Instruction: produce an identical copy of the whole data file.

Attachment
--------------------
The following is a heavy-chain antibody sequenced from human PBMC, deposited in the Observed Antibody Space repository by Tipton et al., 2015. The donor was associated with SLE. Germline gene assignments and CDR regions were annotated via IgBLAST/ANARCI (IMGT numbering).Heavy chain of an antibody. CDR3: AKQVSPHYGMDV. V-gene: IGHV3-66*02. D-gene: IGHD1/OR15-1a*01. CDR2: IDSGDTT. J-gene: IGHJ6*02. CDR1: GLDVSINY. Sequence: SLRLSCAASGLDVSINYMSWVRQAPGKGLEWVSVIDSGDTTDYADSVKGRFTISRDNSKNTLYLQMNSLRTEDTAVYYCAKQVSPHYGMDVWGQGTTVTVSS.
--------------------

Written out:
The following is a heavy-chain antibody sequenced from human PBMC, deposited in the Observed Antibody Space repository by Tipton et al., 2015. The donor was associated with SLE. Germline gene assignments and CDR regions were annotated via IgBLAST/ANARCI (IMGT numbering).Heavy chain of an antibody. CDR3: AKQVSPHYGMDV. V-gene: IGHV3-66*02. D-gene: IGHD1/OR15-1a*01. CDR2: IDSGDTT. J-gene: IGHJ6*02. CDR1: GLDVSINY. Sequence: SLRLSCAASGLDVSINYMSWVRQAPGKGLEWVSVIDSGDTTDYADSVKGRFTISRDNSKNTLYLQMNSLRTEDTAVYYCAKQVSPHYGMDVWGQGTTVTVSS.